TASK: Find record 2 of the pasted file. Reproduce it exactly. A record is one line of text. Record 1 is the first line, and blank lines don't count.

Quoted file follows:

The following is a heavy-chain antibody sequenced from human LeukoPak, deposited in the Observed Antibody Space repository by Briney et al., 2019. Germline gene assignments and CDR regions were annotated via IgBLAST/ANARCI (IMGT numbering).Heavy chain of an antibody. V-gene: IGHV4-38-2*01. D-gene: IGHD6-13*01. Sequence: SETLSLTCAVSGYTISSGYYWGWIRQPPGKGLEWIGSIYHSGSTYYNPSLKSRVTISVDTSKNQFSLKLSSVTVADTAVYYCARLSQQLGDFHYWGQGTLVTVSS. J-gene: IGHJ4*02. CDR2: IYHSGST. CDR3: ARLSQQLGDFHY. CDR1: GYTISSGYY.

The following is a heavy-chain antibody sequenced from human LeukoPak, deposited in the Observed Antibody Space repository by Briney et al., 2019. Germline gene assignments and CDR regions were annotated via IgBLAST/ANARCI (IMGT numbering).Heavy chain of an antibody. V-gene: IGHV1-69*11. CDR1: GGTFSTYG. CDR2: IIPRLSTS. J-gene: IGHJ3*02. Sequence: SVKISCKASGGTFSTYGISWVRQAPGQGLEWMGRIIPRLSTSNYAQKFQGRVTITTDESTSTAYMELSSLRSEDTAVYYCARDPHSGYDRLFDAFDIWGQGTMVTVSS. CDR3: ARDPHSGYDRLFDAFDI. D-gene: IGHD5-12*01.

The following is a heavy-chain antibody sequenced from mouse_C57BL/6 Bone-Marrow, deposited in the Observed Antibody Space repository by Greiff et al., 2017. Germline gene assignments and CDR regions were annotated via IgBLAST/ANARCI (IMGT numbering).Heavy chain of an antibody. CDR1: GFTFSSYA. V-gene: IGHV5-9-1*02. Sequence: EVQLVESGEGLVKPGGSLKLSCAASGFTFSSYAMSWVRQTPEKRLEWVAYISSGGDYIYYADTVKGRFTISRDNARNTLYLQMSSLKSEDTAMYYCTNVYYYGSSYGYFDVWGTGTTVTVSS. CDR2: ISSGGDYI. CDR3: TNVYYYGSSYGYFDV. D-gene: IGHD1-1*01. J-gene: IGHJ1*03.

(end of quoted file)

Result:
The following is a heavy-chain antibody sequenced from human LeukoPak, deposited in the Observed Antibody Space repository by Briney et al., 2019. Germline gene assignments and CDR regions were annotated via IgBLAST/ANARCI (IMGT numbering).Heavy chain of an antibody. V-gene: IGHV1-69*11. CDR1: GGTFSTYG. CDR2: IIPRLSTS. J-gene: IGHJ3*02. Sequence: SVKISCKASGGTFSTYGISWVRQAPGQGLEWMGRIIPRLSTSNYAQKFQGRVTITTDESTSTAYMELSSLRSEDTAVYYCARDPHSGYDRLFDAFDIWGQGTMVTVSS. CDR3: ARDPHSGYDRLFDAFDI. D-gene: IGHD5-12*01.